Looking at Alexandra DeBourcy, you would never guess that she has a single health concern, especially anything serious. Unless you happened to see the MedicAlert ID on her wrist, you wouldn’t know that she’s been living with epilepsy since she was 5 years old.
You would never know the 34-year-old former advertising executive once woke up from a seizure unable to remember the name of the current president. Her teeth may look perfect, but that’s because the pageant winner broke her natural set in a fall during another seizure. Since the age of 5, Alexandra has been tackling the many different challenges of living with epilepsy.
Also known as a “seizure disorder,” epilepsy is a chronic neurological disorder that affects people at any age. The main symptom is unpredictable seizures. A seizure is a sudden, temporary surge of electrical activity in the brain that can affect a person’s appearance or behavior. The severity of the seizures differs from person to person, and not everyone has the same symptoms.
Alexandra’s parents and teachers first noticed a problem when they saw she was having muscle tics and involuntary movements. After being diagnosed with epilepsy, Alexandra started medication to control the seizures. Eventually, she no longer needed the treatment. Around age 12, however, she had several grand mal seizures at school, and doctors put her back on medication.
Because epilepsy isn’t widely understood, and every person’s condition is different, it can take time for someone to understand their individual triggers and find the right treatment. Many people with epilepsy try out a lot of different drugs and treatments before finding something that works.
Despite taking medication, Alexandra experienced breakthrough seizures throughout her twenties that made life a lot more complicated. Her condition did not get much compassion in the competitive, high-performance world of New York advertising.
“I definitely felt targeted because of my epilepsy,” Alexandra says. “I was kind of labeled ‘the weak one.’”
She learned to identify what was most likely to trigger her seizures, but her work environment kept presenting challenges. For example, a lack of sleep may contribute to her seizures, but she was scheduled to launch a new client website at midnight on a Sunday, and then expected to be at the office the next morning. Alcohol use was another potential trigger for seizures. Yet the company assigned her to handle an account for Scotch whiskey, which required her to sample the product with clients.
“The corporate setting can be very hard without someone to have your back,” she says.
The uncontrolled epilepsy, combined with a negative workplace, eventually prompted Alexandra to leave the corporate world. She used her time to look for ways to tell her story and promote epilepsy awareness. She reached out to the local chapter of the Epilepsy Foundation and offered to help. Grateful to find someone willing to share her experiences, the foundation connected her with speaking opportunities.
“There was really no one talking about it, and I was willing to talk about it, and I had time on my hands,” Alexandra explains. “The more I talked about it, the more opportunities came my way.”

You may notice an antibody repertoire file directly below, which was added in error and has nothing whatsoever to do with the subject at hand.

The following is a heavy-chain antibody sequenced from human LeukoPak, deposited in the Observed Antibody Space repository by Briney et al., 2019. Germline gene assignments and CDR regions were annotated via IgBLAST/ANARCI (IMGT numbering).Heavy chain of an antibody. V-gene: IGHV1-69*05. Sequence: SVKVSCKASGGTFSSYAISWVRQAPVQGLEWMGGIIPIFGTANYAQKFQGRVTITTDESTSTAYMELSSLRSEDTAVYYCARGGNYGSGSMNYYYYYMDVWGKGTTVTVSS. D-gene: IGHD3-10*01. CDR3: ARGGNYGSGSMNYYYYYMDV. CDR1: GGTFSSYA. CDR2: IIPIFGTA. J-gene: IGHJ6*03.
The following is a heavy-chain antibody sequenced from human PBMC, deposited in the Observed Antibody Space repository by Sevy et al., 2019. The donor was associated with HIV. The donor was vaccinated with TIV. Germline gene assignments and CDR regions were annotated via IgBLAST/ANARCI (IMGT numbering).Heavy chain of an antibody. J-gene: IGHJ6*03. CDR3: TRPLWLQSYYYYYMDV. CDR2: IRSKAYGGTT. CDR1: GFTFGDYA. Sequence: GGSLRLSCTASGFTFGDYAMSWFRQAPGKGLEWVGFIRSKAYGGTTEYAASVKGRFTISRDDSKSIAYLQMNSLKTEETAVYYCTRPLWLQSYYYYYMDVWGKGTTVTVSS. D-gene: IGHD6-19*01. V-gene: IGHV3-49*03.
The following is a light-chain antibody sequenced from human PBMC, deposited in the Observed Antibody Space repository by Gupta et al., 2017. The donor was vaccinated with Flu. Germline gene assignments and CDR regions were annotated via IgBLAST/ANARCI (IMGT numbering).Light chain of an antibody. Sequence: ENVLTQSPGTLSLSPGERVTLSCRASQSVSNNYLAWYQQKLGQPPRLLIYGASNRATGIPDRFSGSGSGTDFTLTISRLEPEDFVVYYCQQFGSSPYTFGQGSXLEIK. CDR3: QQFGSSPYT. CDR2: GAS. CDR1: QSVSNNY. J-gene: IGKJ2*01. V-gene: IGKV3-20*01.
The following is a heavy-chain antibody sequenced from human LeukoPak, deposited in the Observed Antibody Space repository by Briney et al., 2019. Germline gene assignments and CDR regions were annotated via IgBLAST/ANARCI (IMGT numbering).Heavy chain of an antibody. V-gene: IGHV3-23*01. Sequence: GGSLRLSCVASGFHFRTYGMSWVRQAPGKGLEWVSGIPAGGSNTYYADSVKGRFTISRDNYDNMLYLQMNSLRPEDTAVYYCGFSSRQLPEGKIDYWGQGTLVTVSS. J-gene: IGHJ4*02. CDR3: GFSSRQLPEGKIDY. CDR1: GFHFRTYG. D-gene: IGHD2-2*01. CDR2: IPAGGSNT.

Most people with epilepsy are hesitant to discuss their condition openly, concerned about how people will react or treat them, she says. Children with the disorder may become a target for bullying. People who do not understand epilepsy may have misconceptions that can shut out those living with the disorder.
Alexandra pushed back against the stigma and misunderstandings. She blogged about her experiences for the Metro New York chapter of the Epilepsy Foundation. She hosted community events, spoke to the Junior League of New York, and starred in commercials for the Epilepsy Foundation. For a new challenge, she entered, and won, the Mrs. NYC pageant. She was able to use the event as an opportunity to help raise epilepsy awareness.
Although unable to have children because of the medications she takes, Alexandra and her husband hope to adopt someday. In the meantime, she helps mentor children with epilepsy, including one girl in Missouri for whom Alexandra is a kind of “Secret Santa.” Grateful that she has been so open with her experiences and willing to connect with people, parents of children living with epilepsy have reached out to Alexandra from across the United States.
After leaving the corporate world, Alexandra combined her interest in fashion and science to pursue a new career as a licensed gemologist. Her love of jewelry has given her a special appreciation for the simple MedicAlert bracelet she wears on her wrist.
“I love it because people can see it, but it still blends in,” she says.“
It has been about 5 years since Alexandra last experienced a seizure, thanks to a variety of medications and understanding her personal triggers. She could get her driver’s license because she has been seizure-free for at least six months. She chooses not to drive, however, because she’s seen enough “on/off periods” that she would rather not risk it. Even now, she occasionally wakes up in fear, momentarily wondering where she is and if the seizures are back.
“Even when the seizures go away, life with epilepsy is never really ‘normal’,” she says. That’s why she is glad to wear her MedicAlert ID, giving her peace of mind that first responders know about her critical medical needs in case the seizures return.
“I feel more safe, more calm with MedicAlert,” she says. “It’s like a lifeline for me.”